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Trading and Capital-Markets Activities Manual

Securitization and Secondary-Market Credit Activities  (Continued)
Source: Federal Reserve System 
(The complete Activities Manual (pdf format) can be downloaded from the Federal Reserve's web site)


Supervisory Guidance for Credit Derivatives



SR 96-17 (GEN)
August 12, 1996



SUBJECT: Supervisory Guidance for Credit Derivatives


In recent months, examiners have encountered credit derivative transactions at several dealer and end-user banking organizations. Credit derivatives are financial instruments used to assume or lay off credit risk on loans and other assets, sometimes to only a limited extent. Banking organizations are increasingly employing these off-balance sheet instruments either as end-users, purchasing credit protection from -- or providing credit protection to -- third parties, or as dealers intermediating such protection. Banking organizations use credit derivatives to reduce credit concentrations and manage overall credit risk exposure. Although the market for these instruments is still quite small, banking organizations are entering into credit derivative transactions with increasing frequency. Questions have been raised about how credit derivatives should be treated in light of existing supervisory capital and reporting rules and prudential guidance. 

This SR letter provides guidance on supervisory issues pertaining to the use of credit derivatives for such purposes as risk management, yield enhancement, reduction of credit concentrations, or diversification of overall risk. It is essential that banks, bank holding companies, and U.S. branches and agencies of foreign banks that use credit derivatives establish sound risk management policies and procedures and effective internal controls. Federal Reserve staff will continue to review credit derivatives as their use and structure evolve in the marketplace. 

The analytical techniques used to manage credit derivatives may provide new insights into credit risk and its management. For this reason, U.S. banking supervisors, as well as banking supervisors abroad, intend to continue assessing the use and development of credit derivatives in the marketplace. Discussions with the other U.S. and international banking supervisors may result in

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revised or additional guidance on the appropriate supervisory treatment of credit derivatives. This is particularly true with respect to the treatment of dealer banking organizations' positions in credit derivatives and how such transactions, if held in banks' trading books, would be treated as market-risk instruments for capital purposes once the proposed market risk capital rules become effective.1 


Credit derivatives are off-balance sheet arrangements that allow one party (the "beneficiary") to transfer the credit risk of a "reference asset," which it often actually owns, to another party (the "guarantor").2 This arrangement allows the guarantor to assume the credit risk associated with the reference asset without directly purchasing it. Unlike traditional guarantee arrangements, credit derivatives transactions often are documented using master agreements developed by the International Swaps and Derivatives Association (ISDA) similar to those governing swaps or options.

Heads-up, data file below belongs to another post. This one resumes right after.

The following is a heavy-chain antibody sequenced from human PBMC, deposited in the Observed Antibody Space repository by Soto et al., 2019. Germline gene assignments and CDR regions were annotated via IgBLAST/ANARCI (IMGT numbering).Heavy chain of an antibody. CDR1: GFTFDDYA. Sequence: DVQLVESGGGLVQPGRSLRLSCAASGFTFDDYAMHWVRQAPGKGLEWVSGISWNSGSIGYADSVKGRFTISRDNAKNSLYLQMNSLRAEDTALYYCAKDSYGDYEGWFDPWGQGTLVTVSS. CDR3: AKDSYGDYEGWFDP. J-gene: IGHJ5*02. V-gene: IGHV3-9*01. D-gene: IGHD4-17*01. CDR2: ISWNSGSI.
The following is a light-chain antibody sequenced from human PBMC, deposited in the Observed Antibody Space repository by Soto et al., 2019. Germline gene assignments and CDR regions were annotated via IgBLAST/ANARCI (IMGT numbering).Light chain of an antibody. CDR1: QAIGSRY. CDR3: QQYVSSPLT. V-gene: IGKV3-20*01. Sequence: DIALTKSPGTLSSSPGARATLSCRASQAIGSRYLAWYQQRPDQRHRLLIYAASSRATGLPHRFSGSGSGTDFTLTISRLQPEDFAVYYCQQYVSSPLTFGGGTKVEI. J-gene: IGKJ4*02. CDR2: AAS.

Under some credit derivative arrangements, the beneficiary may pay the total return on a reference asset, including any appreciation in the asset's price, to a guarantor in exchange for a spread over funding costs plus any depreciation in the value of the reference asset (a "total rate-of-return swap"). Alternatively, a beneficiary may pay a fee to the guarantor in exchange for a guarantee against any loss that may occur if the reference asset defaults (a "credit default swap"). These 

1 Once the proposed market risk capital rules are effective, credit derivatives that are held in a bank's trading book would be subject to those rules. These rules are scheduled to be effective by January 1, 1998, although supervisors will have the discretion to permit institutions to adopt the rules early. Under the market risk rules for derivatives, the risk of the reference asset generally is included in the calculation of general market risk and specific risk. In addition, capital is required to cover the counterparty credit exposure on the transaction. The assumptions that were used in the development of the specific risk factors included in the proposed market risk capital rules and the potential future exposure conversion factors under the credit risk capital rules, however, did not take into account credit derivatives and may need to be reviewed if the market risk capital treatment is applied to these instruments. 
2 For purposes of this supervisory letter, where the beneficiary owns the reference asset it will be referred to as the "underlying" asset. However, in some cases, the reference asset and the underlying asset are not the same. For example, the credit derivative contract may reference the performance of an ABC Company bond, while the beneficiary bank may actually own an ABC Company loan.

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two structures are the most prevalent types of credit derivatives and are described in greater detail in the Appendix.3 

The credit derivative market has been evolving rapidly, and credit derivative structures are likely to take on new forms. For example, very recently a market has developed for put options on specific corporate bonds or loans. While the payoffs of these puts are expressed in terms of a strike price, rather than a default event, if the strike price is sufficiently high, credit risk effectively could be transferred from the buyer of the put to the writer of the put.